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Sakya Holiness : Following the Path, Reading the Signs

Post by phantom59 » Sat Jun 09, 2012 6:00 pm

Every sentient being possesses Buddha Nature and it is for this reason that
everyone, (if they work hard) can become a Buddha. At the moment we cannot
recognize our Buddha Nature because it is all covered up with defilements and
illusions. These defilements and illusions are not in the nature of mind, they
are outside it and only temporary. Therefore, by using the right method we can
eliminate them and thus become enlightened.

In our human life we have many requirements: a place to live, food to ear,
clothes to wear, medical care. However the most important thing in our lives is
our Dharma practice because whatever worldly power or worth that we have, it is
only beneficial until we die. The longest life lasts for a 100 years at the very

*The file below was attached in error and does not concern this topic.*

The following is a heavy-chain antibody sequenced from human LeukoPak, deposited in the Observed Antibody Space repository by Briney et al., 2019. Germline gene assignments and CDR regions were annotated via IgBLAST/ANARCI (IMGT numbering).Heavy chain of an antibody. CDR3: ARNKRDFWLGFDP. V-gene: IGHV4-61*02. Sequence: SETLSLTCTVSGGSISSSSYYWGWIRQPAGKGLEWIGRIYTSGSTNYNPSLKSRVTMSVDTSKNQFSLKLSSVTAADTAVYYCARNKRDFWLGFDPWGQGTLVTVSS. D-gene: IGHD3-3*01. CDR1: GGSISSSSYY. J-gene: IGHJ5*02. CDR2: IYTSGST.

most and after that we lose everything, including our precious body: the body
for which we care so much, which we have had with us from our first day on
earth. Many people think that after death there is nothing. However those people
don't have logic on their side. They deny the existence of anything after death
because they cannot see it as present. Indeed there are many logical reasons for
believing in rebirth. Mind is not a thing which could disappear, be burned,
thrown away, or smashed. The mind is something you cannot hold on to. You cannot
destroy it. So when we leave this body it is not going to be burnt, buried,